gressman Lyndon Johnson of Texas got his deferment, and also the job,
showing how some Navy officials had largely because an influential friend
helped draft dodgers. in the Navy Department informed
The report was similar to the the draft board that he would fill an
investigation of the House Military "essential" position.
Affairs Committee into draft- However, when Johnson's report
dodging. The Military Affairs Com- was filed three weeks ago, Chair-
mittee, however, has done its bus- man Vinson called a secret meeting
iness completely in the open. There of the full Naval Affairs Commit-
has been no hush-hush stuff. It tee-attended by Secretary Knox
has taken the position that the and Navy personnel officials which
draft was the nation's business, not decided to give the Navy Depart-
to be discussed behind closed doors. ment a chance to clean up the
Several months ago, however, draft - dodging abuses cited by
Chairman Carl Vinson of Georgia, Johnson in private, without letting
jealous of the prerogatives of the the newspapers in on the story.
House N av al Affairs Committee, Chairman Vinson held to this posi-
made a deal with Representative An- tion, according to insiders, and Sec-
drew May of Kentucky, chairman of retary Knox was quick to back him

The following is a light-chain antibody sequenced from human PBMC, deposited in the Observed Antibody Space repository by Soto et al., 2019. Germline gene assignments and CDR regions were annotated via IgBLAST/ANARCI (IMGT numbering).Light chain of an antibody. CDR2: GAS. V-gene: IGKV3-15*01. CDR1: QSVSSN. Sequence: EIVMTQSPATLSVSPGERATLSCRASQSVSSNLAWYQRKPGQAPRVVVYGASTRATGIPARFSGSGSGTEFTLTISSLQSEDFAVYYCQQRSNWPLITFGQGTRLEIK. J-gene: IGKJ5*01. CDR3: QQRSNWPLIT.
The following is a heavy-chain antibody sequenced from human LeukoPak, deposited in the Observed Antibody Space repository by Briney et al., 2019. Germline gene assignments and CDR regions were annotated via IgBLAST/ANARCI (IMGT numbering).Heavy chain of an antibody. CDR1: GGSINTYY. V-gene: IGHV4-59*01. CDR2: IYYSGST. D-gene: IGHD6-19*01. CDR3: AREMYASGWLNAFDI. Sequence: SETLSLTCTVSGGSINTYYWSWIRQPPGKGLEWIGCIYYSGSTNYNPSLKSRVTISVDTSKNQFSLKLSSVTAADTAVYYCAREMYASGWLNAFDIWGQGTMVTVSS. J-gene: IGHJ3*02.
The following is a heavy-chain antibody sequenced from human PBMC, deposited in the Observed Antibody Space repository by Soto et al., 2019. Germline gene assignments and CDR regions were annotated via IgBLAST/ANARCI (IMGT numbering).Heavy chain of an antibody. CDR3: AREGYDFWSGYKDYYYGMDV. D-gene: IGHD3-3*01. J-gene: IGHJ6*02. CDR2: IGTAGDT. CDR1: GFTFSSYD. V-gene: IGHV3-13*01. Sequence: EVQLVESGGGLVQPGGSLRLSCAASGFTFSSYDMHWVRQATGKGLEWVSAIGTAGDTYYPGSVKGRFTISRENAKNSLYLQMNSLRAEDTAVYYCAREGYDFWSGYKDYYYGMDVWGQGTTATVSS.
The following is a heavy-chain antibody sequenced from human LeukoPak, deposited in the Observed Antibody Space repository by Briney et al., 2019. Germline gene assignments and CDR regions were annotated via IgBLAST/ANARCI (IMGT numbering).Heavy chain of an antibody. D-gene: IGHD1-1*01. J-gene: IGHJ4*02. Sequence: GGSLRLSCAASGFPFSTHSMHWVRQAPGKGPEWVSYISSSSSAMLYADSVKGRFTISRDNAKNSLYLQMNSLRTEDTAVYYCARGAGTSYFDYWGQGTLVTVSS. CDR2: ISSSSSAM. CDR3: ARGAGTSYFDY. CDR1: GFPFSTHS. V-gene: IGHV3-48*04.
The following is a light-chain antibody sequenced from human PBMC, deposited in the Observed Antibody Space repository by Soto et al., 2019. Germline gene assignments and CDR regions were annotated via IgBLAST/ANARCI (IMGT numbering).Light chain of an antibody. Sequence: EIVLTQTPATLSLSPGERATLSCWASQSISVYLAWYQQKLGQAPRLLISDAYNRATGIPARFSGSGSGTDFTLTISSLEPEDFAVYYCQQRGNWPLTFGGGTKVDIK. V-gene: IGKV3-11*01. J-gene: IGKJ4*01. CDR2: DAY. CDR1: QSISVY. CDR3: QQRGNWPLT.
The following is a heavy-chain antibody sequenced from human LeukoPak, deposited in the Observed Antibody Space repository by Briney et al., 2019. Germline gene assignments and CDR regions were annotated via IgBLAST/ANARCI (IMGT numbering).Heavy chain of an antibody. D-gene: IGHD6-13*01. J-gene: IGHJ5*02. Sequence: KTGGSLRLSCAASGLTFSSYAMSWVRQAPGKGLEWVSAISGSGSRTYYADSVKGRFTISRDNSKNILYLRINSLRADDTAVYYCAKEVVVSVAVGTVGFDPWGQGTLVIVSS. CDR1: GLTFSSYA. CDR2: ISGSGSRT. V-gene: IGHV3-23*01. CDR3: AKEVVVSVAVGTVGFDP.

the Military Affairs Committee. up. Apparently Knox and Vinson
whereby the latter would lay off of figure that the Johnson findings are
the Navy Department. too hot a potato to handle in the
Soon after, a Naval Affairs sub- open.
committee, headed by aggressive When President Penaranda of Bo-
young Congressman Lyndon Johnson livia visited Washington he was hop-
of Texas, which has been probing ing for one thing-a higher price on
Civil Service operations, was instruc- the tin which we buy from Bolivia.
ted to check up on draft deferments He didn't get it-thanks largely to

patriotic American housewives who
have been saving tin cans and who
have helped get us enough tin
War Transportation Director Joe
Eastman is going to crack down on
St. Louis and Chicago anti-smoke
ordinances by making them buiy
soft coal from nearby Illinois in-
stead of harder coal from distant
West Virginia. It will save a lot
of freight cars. Also, it will not'
displease Congressman Calvin,
Johnson, of the Illinois coal reg-
ions, who had a lot to do with
convincing Eastman.
Now that most home furnaces are
turned off for the summer, few oil-
heater owners are worrying about
their fuel ration for next winter.
Some even hope there may be no
rationing.
In fact, they were given some hope
when Petroleum Administration offi-